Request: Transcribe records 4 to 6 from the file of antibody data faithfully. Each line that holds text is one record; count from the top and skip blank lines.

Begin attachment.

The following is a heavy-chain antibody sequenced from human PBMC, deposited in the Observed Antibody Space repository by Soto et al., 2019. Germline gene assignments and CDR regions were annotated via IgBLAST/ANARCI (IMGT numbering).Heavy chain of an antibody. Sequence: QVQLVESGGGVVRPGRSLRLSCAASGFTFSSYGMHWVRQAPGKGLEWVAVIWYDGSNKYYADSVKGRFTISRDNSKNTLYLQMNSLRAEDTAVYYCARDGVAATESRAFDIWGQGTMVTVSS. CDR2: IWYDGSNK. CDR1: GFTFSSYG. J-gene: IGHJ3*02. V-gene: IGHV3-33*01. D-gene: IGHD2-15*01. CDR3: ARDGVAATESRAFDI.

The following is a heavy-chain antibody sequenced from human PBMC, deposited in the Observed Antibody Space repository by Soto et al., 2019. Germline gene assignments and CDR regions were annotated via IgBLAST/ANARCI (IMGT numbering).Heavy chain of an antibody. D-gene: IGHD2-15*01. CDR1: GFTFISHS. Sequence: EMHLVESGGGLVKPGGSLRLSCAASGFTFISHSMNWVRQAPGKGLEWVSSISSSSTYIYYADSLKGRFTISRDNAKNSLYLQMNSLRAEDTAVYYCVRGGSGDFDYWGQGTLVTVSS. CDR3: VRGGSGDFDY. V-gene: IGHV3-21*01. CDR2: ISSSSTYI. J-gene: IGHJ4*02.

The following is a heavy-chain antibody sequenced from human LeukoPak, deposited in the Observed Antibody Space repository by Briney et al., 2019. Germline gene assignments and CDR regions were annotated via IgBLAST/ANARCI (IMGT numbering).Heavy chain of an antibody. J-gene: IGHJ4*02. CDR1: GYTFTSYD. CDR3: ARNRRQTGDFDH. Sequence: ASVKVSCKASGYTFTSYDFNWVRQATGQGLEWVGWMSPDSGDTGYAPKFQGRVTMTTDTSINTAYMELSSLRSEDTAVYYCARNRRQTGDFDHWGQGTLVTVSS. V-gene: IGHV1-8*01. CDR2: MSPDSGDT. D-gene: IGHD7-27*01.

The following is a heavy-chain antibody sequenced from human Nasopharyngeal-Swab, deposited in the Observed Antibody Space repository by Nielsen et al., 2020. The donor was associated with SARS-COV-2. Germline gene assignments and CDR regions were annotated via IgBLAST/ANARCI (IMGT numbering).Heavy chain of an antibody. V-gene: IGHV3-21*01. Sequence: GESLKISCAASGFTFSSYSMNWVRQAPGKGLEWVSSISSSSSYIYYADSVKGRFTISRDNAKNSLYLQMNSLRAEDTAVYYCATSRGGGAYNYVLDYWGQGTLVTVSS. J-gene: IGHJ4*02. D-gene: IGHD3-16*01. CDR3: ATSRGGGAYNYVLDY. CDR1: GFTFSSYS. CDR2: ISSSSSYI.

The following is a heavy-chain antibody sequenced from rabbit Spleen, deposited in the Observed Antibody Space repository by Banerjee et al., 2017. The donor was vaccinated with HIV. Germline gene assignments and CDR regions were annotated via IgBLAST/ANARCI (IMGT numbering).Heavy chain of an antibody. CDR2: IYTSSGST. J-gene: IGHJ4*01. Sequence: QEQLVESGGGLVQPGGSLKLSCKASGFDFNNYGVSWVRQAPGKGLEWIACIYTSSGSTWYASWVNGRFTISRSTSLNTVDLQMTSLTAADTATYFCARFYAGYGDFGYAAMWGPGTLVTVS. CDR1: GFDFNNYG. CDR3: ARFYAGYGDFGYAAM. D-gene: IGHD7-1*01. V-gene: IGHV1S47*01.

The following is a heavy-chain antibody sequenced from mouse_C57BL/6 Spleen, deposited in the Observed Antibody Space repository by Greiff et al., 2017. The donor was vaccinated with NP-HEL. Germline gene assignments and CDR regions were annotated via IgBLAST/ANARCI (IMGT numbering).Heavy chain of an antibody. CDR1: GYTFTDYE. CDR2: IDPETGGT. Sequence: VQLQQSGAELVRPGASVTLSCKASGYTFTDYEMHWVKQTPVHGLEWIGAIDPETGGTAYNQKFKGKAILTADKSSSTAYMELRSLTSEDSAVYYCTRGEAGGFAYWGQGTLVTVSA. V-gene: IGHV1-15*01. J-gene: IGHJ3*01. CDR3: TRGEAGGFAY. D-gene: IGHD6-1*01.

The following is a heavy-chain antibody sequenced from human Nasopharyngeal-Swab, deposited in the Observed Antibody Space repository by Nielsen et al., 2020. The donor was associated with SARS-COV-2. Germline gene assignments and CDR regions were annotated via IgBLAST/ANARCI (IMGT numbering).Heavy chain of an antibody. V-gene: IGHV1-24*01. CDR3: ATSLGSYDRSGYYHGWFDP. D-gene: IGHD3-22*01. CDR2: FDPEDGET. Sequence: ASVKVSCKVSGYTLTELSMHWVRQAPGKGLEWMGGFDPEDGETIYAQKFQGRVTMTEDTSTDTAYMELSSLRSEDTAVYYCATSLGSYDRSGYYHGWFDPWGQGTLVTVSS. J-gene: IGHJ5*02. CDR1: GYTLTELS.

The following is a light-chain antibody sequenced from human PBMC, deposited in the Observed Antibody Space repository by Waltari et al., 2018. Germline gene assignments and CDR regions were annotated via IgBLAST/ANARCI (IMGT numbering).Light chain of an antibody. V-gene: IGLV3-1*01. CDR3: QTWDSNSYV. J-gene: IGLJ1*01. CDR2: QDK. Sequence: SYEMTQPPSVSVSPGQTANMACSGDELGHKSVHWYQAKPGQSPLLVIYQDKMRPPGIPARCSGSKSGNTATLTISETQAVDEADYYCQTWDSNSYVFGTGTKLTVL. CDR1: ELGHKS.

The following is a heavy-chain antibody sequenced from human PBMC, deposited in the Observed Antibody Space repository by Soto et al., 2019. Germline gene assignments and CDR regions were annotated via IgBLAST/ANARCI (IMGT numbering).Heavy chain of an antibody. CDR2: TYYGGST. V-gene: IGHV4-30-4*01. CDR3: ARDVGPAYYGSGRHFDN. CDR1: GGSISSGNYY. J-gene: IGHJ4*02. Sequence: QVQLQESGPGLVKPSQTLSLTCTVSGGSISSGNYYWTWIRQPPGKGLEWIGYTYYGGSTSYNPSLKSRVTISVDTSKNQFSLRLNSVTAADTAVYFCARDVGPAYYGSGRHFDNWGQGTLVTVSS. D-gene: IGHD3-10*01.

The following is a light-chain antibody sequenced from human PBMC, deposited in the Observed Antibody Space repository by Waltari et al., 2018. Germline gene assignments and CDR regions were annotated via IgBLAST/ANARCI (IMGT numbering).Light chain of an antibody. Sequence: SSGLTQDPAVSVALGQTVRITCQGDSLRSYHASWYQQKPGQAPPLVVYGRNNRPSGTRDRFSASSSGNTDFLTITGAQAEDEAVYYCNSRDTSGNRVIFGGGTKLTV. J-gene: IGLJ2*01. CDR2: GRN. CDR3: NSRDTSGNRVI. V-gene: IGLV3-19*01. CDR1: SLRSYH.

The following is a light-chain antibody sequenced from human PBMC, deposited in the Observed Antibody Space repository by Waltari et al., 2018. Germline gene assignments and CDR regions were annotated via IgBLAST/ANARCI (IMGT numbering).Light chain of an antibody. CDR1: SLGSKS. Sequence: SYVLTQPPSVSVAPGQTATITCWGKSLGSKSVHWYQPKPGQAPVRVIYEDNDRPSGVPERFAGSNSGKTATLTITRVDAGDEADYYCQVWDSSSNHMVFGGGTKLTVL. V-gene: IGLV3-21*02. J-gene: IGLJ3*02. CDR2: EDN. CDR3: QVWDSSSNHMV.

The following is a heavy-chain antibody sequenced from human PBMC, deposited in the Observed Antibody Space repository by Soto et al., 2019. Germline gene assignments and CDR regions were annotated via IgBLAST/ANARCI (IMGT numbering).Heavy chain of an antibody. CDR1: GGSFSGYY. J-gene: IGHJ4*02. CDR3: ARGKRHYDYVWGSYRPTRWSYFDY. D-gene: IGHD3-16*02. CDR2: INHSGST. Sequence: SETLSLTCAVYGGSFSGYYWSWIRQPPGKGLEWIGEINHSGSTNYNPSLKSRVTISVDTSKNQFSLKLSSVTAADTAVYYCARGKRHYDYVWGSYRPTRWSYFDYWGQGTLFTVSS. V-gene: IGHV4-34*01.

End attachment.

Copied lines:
The following is a heavy-chain antibody sequenced from human Nasopharyngeal-Swab, deposited in the Observed Antibody Space repository by Nielsen et al., 2020. The donor was associated with SARS-COV-2. Germline gene assignments and CDR regions were annotated via IgBLAST/ANARCI (IMGT numbering).Heavy chain of an antibody. V-gene: IGHV3-21*01. Sequence: GESLKISCAASGFTFSSYSMNWVRQAPGKGLEWVSSISSSSSYIYYADSVKGRFTISRDNAKNSLYLQMNSLRAEDTAVYYCATSRGGGAYNYVLDYWGQGTLVTVSS. J-gene: IGHJ4*02. D-gene: IGHD3-16*01. CDR3: ATSRGGGAYNYVLDY. CDR1: GFTFSSYS. CDR2: ISSSSSYI.

The following is a heavy-chain antibody sequenced from rabbit Spleen, deposited in the Observed Antibody Space repository by Banerjee et al., 2017. The donor was vaccinated with HIV. Germline gene assignments and CDR regions were annotated via IgBLAST/ANARCI (IMGT numbering).Heavy chain of an antibody. CDR2: IYTSSGST. J-gene: IGHJ4*01. Sequence: QEQLVESGGGLVQPGGSLKLSCKASGFDFNNYGVSWVRQAPGKGLEWIACIYTSSGSTWYASWVNGRFTISRSTSLNTVDLQMTSLTAADTATYFCARFYAGYGDFGYAAMWGPGTLVTVS. CDR1: GFDFNNYG. CDR3: ARFYAGYGDFGYAAM. D-gene: IGHD7-1*01. V-gene: IGHV1S47*01.

The following is a heavy-chain antibody sequenced from mouse_C57BL/6 Spleen, deposited in the Observed Antibody Space repository by Greiff et al., 2017. The donor was vaccinated with NP-HEL. Germline gene assignments and CDR regions were annotated via IgBLAST/ANARCI (IMGT numbering).Heavy chain of an antibody. CDR1: GYTFTDYE. CDR2: IDPETGGT. Sequence: VQLQQSGAELVRPGASVTLSCKASGYTFTDYEMHWVKQTPVHGLEWIGAIDPETGGTAYNQKFKGKAILTADKSSSTAYMELRSLTSEDSAVYYCTRGEAGGFAYWGQGTLVTVSA. V-gene: IGHV1-15*01. J-gene: IGHJ3*01. CDR3: TRGEAGGFAY. D-gene: IGHD6-1*01.